jeantheau Wrote:

“All of my retirement savings from the 2000’s era went into the initial construction. I’m slowly rebuilding a 401K, but my retirement income will mostly just be SS payments.”

Not sure how well 401Ks will work out since they are tax differed and when you reach 70 there is a manditory withdrawal. Perhaps this is not an issue since your 60, but if you have an emergency and you need to take money out of your 401K, there is a 10% penalty. Even if there is not a penatly & your still working the withdrawal might be counted as taxable income. if your paying interest on those loans it probably makes more sense to pay it off first before saving retirment unless somehow you have a very low risk investment in your 401k that is higher than your debt interest. That said First would be to have an decent sized emergency fund to avoid getting deeper in to more debt.

jeantheau Wrote:

“Contributing 16 hours per week of their time (total) to help with the upkeep on the gardens”

As far as Gardens, Just re-seed with a good cover crop and not worry about maintaining it. That would save you labor, while you focus on your savings. Instead of letting friends stay rent free, you need to get a paying tenant.

jeantheau Wrote:

“So why do I want to sell? I don’t, but my wife who is not American and older than I will probably return to her country (Japan) in 3-5 yrs and I will return with her.”

Why? Japan is a terrible place & you be isolated as an english speaker. Japan has to be one of the most expensive places to live. I am not sure why she would want to return. Japan is both dependant on fossil fuel imports & nuclear energy. It already had a major nuclear disaster and its unlikely that its the last. Japan’s demographics means its tax rate is going to increase even more, and who knows how many aging Japanese will develop health issues related to Fukashima.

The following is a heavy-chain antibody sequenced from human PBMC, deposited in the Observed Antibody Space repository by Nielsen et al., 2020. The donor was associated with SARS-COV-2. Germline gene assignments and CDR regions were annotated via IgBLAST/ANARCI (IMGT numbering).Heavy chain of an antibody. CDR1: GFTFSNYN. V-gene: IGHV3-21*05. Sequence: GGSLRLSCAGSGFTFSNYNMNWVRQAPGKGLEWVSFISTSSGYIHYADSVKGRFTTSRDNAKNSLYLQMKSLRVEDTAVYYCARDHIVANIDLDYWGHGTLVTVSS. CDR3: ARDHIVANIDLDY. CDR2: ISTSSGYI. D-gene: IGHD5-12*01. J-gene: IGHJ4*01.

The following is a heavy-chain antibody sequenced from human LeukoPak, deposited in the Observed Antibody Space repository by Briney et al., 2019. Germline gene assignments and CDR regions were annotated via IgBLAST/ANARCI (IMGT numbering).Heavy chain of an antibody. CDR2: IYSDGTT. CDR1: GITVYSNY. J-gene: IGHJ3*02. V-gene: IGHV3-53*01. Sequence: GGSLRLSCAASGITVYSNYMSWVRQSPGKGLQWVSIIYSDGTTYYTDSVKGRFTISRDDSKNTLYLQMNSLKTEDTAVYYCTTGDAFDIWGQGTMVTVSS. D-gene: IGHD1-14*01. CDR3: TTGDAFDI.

If she has family it would probably make more sense for them to come to the USA, especially if they can speak even some English. In which case you have an apartment all ready for them to move in. If the reason the move to Japan, due to family, perhaps invite them to stay with you & your wife for a month to test the water of them relocating to your area. You already have the apartment available so they would have some independance during their stay.

FWIW: I am not trying to pressure you to make any decision. I am just passing on some ideas that you may not have considered. It sounds like you really don’t want to sell, but you at a cross-roads point in your life. If you do want to consider keeping the property than consider all possible angles, Especially since you put so much of your blood & sweat making it a great home. 

FYI: I am simular situation but about 10 years younger & I don’t plan to sell: I bought a 100+ acre property in a semi-rural area. its a couple of towns away from a big university. My property had a cabin on it when I bought it, & I am in the process of building new home. I am investing the bulk of my savings into the property since I don’t believe any currency is safe. I think taxation or confiscation of PMs is likely. I don’t think I could live with myself if my savings vanished via inflation, confiscation, etc. The property has over 80 acres in woods that could be sold off for lumber or wood pulp for paper mills if need to raise some cash. The property taxes are next to nothing compared to where I was previously living. Fortunately I never married and I was able to buy the property and build the home without any debt. I am keeping about 20% of my savings which is about 6% or 7% is in retirement funds before I stopped funding my retirement plans back in 2000. I stopped funding in 2000 when I had doubts that they would be worth anything by the time I am eligable to withdrawal  in the 2030’s. Income-wise I am not worried about work, as long as there is a civilization I can find employment.